Orange, Red, Yellow

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Orange, Red, Yellow
Orange, Red, Yellow.jpg
ArtistMark Rothko
Year1961
MediumAcrylic on canvas
Dimensions236.2 cm × 206.4 cm (93 in × ​81 14 in)
LocationPrivate collection

Orange, Red, Yellow is a 1961 Color Field painting by Mark Rothko. On May 8, 2012, it was sold at Christie's from the estate of David Pincus for $86,882,500,[1] a record nominal price for post-war contemporary art at public auction.

History[edit]

The work was acquired by Marlborough Fine Art in London from the Marlborough-Gerson gallery in New York. Marlborough Fine Art sold the work to David Pincus in 1967.[1] Pincus is regarded as one of the leading American collectors in the second half of the 20th century.[2] The work has not been on the market in the 45 years since Pincus' acquisition.[2][1] It has been exhibited on occasion. From February to March 1964, it was exhibited at the Marlborough New London Gallery in London in a Mark Rothko exhibition. From September to November 1986 it was exhibited by the Philadelphia Museum of Art, in its "Philadelphia Collects: Art Since 1940" exhibition. From June to December 1996 it was exhibited by the Palmer Museum of Art at Pennsylvania State University in University Park, Pennsylvania for their "Abstraction to Figuration: Selections of Contemporary Art from the Pincus Collection" exhibition. It was also later on extended loan at the Philadelphia Museum of Art.[1]

2012 auction[edit]

This surpassed the 2007 record price for a Rothko work of $72.8 million set when David Rockefeller sold White Center (Yellow, Pink and Lavender on Rose).[3][4][5] The hammer price was $77.5 million, and the price was $86.8 million including buyer's premium.[2] It established a new record for post-war/contemporary art[3][5] at a public auction, when ignoring inflation. The highest price paid for a post-war painting in a private sale is believed to be $140 million (~$160 million in May 2012 dollars) for Jackson Pollock's No. 5, 1948 in November 2006. In constant dollars, the record price for post-war art at a public auction remained with Triptych, 1976 by Francis Bacon, sold at Sotheby's for $86.3 million in May 2008 (~$92 million in May 2012 dollars).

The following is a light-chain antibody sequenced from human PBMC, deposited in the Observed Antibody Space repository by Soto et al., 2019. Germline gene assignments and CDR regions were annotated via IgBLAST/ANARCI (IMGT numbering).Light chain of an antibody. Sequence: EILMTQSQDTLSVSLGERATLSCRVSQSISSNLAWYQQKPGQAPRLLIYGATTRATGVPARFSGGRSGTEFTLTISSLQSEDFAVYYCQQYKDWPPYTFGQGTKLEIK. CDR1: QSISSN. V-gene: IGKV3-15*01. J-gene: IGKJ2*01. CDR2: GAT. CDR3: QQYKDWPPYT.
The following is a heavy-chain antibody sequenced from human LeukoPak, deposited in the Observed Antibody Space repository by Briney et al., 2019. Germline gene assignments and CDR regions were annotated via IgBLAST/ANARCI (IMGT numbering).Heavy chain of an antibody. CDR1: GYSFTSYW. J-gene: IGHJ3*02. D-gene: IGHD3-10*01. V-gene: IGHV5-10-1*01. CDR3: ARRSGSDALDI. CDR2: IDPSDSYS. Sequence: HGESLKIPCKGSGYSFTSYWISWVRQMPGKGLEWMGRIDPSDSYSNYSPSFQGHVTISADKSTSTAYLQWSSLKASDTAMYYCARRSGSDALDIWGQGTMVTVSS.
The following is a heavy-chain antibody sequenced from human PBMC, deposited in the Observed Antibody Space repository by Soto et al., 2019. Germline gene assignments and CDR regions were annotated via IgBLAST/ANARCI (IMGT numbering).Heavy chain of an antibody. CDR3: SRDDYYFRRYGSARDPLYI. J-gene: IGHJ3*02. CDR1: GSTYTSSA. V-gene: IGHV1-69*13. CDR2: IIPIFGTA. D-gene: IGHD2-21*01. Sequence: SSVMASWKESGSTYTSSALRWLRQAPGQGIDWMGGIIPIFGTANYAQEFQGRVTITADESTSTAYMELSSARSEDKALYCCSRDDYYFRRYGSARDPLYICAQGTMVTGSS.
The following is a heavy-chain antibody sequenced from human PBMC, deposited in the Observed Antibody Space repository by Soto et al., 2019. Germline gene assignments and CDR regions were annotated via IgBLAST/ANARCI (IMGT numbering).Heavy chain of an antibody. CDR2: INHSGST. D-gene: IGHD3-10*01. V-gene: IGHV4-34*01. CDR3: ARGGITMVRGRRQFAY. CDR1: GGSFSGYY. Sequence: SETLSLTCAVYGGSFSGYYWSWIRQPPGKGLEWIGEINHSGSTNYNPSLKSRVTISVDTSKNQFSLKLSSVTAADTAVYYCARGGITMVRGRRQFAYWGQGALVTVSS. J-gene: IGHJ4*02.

The price for Rothko's painting was expected to top out near $45 million based on presale estimates.[4][2] When the record-setting 2012 auction price reached $70 million, three bidders remained competitive.[6] The bidding extended for over six and a half minutes,[5] which is "...one of the longest bidding matches yet witnessed in a contemporary art sale."[2]

Critical commentary[edit]

Souren Melikian of The New York Times described Rothko's Orange, Red, Yellow as one that "...can convincingly be argued to be the most powerful of all his pictures",[2] Kelly Crow of The Wall Street Journal stated that "The painting's trio of orange and yellow rectangles bobbing atop a cherry-red background forms a palette that's as eye-catching as a sunset or a Popsicle.", noting that "Auction specialists say collectors historically pay more for works that are red and gold, as opposed to gray."[4]

See also[edit]

Notes[edit]

  1. ^ a b c d "Mark Rothko (1903–1970): Orange, Red, Yellow". Christie's. May 8, 2012. Retrieved May 16, 2012.
  2. ^ a b c d e f Melikian, Souren (May 9, 2012). "Rothko Leads a Record Contemporary Art Sale". The New York Times. Retrieved May 16, 2012.
  3. ^ a b Ng, David (May 10, 2012). "Quick Takes: Rothko record repainted". Los Angeles Times. Retrieved May 16, 2012.
  4. ^ a b c Crow, Kelly (May 9, 2012). "Record Rothko Headlines at Christie's". The Wall Street Journal. Retrieved May 16, 2012.
  5. ^ a b c Duray, Dan (May 8, 2012). "Christie's Nets $388.5 M. in Highest Contemporary Art Auction Ever, Led by Record $87 M. Rothko". The New York Observer. Retrieved May 16, 2012.
  6. ^ Gleadell, Colin (May 15, 2012). "Munch, Pollock and Calder help New York's auction houses notch up $1.42 billion: Edvard Munch's The Scream and Mark Rothko's Orange, Red, Yellow set new records in big fortnight of sales". The Daily Telegraph. Retrieved May 16, 2012.

External links[edit]